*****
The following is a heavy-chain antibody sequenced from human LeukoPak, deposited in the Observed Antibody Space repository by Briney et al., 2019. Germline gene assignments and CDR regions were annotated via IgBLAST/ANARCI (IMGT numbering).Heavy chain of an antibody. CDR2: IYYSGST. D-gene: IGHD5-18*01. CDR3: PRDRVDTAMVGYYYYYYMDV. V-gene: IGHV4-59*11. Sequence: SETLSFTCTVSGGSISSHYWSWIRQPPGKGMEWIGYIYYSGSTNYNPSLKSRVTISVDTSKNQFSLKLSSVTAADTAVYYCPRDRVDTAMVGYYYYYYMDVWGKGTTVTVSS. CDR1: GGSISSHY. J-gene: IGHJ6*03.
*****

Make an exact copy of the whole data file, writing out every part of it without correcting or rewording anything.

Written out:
The following is a heavy-chain antibody sequenced from human LeukoPak, deposited in the Observed Antibody Space repository by Briney et al., 2019. Germline gene assignments and CDR regions were annotated via IgBLAST/ANARCI (IMGT numbering).Heavy chain of an antibody. CDR2: IYYSGST. D-gene: IGHD5-18*01. CDR3: PRDRVDTAMVGYYYYYYMDV. V-gene: IGHV4-59*11. Sequence: SETLSFTCTVSGGSISSHYWSWIRQPPGKGMEWIGYIYYSGSTNYNPSLKSRVTISVDTSKNQFSLKLSSVTAADTAVYYCPRDRVDTAMVGYYYYYYMDVWGKGTTVTVSS. CDR1: GGSISSHY. J-gene: IGHJ6*03.